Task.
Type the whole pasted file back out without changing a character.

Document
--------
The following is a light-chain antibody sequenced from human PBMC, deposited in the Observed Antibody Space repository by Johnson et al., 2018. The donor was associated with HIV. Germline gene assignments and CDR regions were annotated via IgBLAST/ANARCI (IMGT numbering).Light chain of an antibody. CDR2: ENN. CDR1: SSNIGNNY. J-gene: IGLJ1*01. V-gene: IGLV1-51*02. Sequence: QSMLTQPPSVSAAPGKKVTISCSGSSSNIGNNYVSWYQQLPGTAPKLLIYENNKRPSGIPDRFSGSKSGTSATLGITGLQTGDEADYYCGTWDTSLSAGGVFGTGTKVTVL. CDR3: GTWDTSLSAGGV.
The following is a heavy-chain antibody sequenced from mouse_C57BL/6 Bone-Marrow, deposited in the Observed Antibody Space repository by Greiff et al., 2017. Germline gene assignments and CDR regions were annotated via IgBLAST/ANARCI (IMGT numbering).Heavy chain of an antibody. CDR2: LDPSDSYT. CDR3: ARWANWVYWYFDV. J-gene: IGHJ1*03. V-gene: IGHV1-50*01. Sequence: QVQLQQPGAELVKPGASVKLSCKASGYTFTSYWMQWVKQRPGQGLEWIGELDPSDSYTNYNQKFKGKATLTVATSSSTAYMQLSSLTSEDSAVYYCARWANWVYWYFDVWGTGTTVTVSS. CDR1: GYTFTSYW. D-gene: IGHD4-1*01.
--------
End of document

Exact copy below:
The following is a light-chain antibody sequenced from human PBMC, deposited in the Observed Antibody Space repository by Johnson et al., 2018. The donor was associated with HIV. Germline gene assignments and CDR regions were annotated via IgBLAST/ANARCI (IMGT numbering).Light chain of an antibody. CDR2: ENN. CDR1: SSNIGNNY. J-gene: IGLJ1*01. V-gene: IGLV1-51*02. Sequence: QSMLTQPPSVSAAPGKKVTISCSGSSSNIGNNYVSWYQQLPGTAPKLLIYENNKRPSGIPDRFSGSKSGTSATLGITGLQTGDEADYYCGTWDTSLSAGGVFGTGTKVTVL. CDR3: GTWDTSLSAGGV.
The following is a heavy-chain antibody sequenced from mouse_C57BL/6 Bone-Marrow, deposited in the Observed Antibody Space repository by Greiff et al., 2017. Germline gene assignments and CDR regions were annotated via IgBLAST/ANARCI (IMGT numbering).Heavy chain of an antibody. CDR2: LDPSDSYT. CDR3: ARWANWVYWYFDV. J-gene: IGHJ1*03. V-gene: IGHV1-50*01. Sequence: QVQLQQPGAELVKPGASVKLSCKASGYTFTSYWMQWVKQRPGQGLEWIGELDPSDSYTNYNQKFKGKATLTVATSSSTAYMQLSSLTSEDSAVYYCARWANWVYWYFDVWGTGTTVTVSS. CDR1: GYTFTSYW. D-gene: IGHD4-1*01.